Later SSgt. Johnston would relate a story to me that about summed it up. "We used to go by this one place everyday and these two little kids would always run out to wave to us. One day as we were going past, they came out their mother ran out yelling at them and chased them off with a switch. The next day we came by and the kids looked to see if their mother was looking before they started waving. If the parents are acting that way I don't know what good is going to come of all this. It was pretty sick."

T THE FAR END of that one-horse town, we took a steep turn that took us further up into the hills -- toward the so-called headquarters where we were to pay a social visit on the local commander. The road got appreciably narrower and the hills steeper, almost closing in over us. If anyone had chosen to hit us they could have done so with impunity. I again checked the M203 and sorted out where the rest of its ammo was. The woods and ramshackle cabins we passed were a bushwhacker's paradise. We stayed on our toes and kept our eyes peeled. Smart fellow that he is, Lieutenant Dudley remarked, "We haven't had any real problems with people around here, but it only takes one with an ax to grind for it to get ugly in a hurry. We stay ready for anything." A hard thing to do when you are posted to a place where nothing happens day after day, but the trooper's sheer professionalism keeps them from getting too complacent.

When we arrived at the "headquarters" we found that the commander wasn't around but the place was in full swing anyway. Workers shuttled here and there renovating the place, turning it into a ski lodge we were told. For once I think they were on the level. The place was shaping up into a nice three-storey lodge complete with bars and ballrooms.

"I wish the commander was here," Lieutenant Dudley remarked, "His office is quite a sight. He's an avid hunter and he's got all kinds of hunting stuff and fox pelts hanging up. We always like to swap hunting and fishing stories after we deal with the business side of things." No one had the key to the office, but the place was shaping up nicely. I figure with the war more or less over, the fellow was feathering the nest a bit. Not unreasonable considering the circumstances, and his former soldiers made for a willing enough work force. So it goes.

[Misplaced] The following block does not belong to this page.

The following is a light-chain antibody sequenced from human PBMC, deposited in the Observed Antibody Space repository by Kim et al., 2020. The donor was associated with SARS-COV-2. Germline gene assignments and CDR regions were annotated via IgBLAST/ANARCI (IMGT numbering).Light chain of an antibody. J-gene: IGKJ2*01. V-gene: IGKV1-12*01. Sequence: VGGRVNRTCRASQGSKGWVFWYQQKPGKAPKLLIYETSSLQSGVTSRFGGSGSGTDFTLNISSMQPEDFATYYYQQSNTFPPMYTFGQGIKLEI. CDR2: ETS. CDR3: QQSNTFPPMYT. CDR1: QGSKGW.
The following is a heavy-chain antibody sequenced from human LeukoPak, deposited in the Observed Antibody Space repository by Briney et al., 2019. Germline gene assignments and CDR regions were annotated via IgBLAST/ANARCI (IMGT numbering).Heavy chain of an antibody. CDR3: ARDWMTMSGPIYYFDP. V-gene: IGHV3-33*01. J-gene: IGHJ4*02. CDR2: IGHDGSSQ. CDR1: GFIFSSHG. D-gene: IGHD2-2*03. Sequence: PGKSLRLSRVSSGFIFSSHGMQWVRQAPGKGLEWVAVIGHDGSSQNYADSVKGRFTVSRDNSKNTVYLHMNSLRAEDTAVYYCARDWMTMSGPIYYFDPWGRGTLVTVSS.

Berserkistan Navigator By the time we got ready to go back down a cold drizzle had blown in over the hills, now lush with spring vegetation. After turning around, we headed back down, doubly watchful because we were going back out the way we had come in. No one seemed to give us much bother, though, and we cleared Sekovici without a problem. Forty-five minutes later we were rumbling back into Alcatraz.

While waiting for a lift back to the base, we passed the time with SSgt. Johnson and his partner in crime Sgt. Wilfredo "Cosmo" Cosme of Puerto Rico. They had their own little observation post/sleeping quarters set up on the top floor and passed the time plinking at plastic bottles on a neighboring relic with mail order BB guns, keeping their marksmanship skills honed. They call their little range "Sniper Alley".

The cavalry is "Hard core combat arms," in the words of another officer attached to the squadron, and the endless hours without action are especially hard on them. Cavalry Troopers are trained to a razor's edge in the finer points of reconnaissance and armored shock actions. Inactivity does not suit them at all and despite the few diversions they have made for themselves, it's hard not to crawl the walls.

"When I came down here I was expecting to get into a punch up." SSgt. Johnson recalled, "But nothings happening. I'd rather be back in Germany on exercise. If we ain't gonna get into it, get me the hell outa here." This feeling isn't helped when the locals they come into contact with consistently say that when IFOR leaves the war will be right back on. But then he softened his stance a little. "If it helps the kids then I'll live." He said with a shrug, turning his attention back to "Sniper Alley."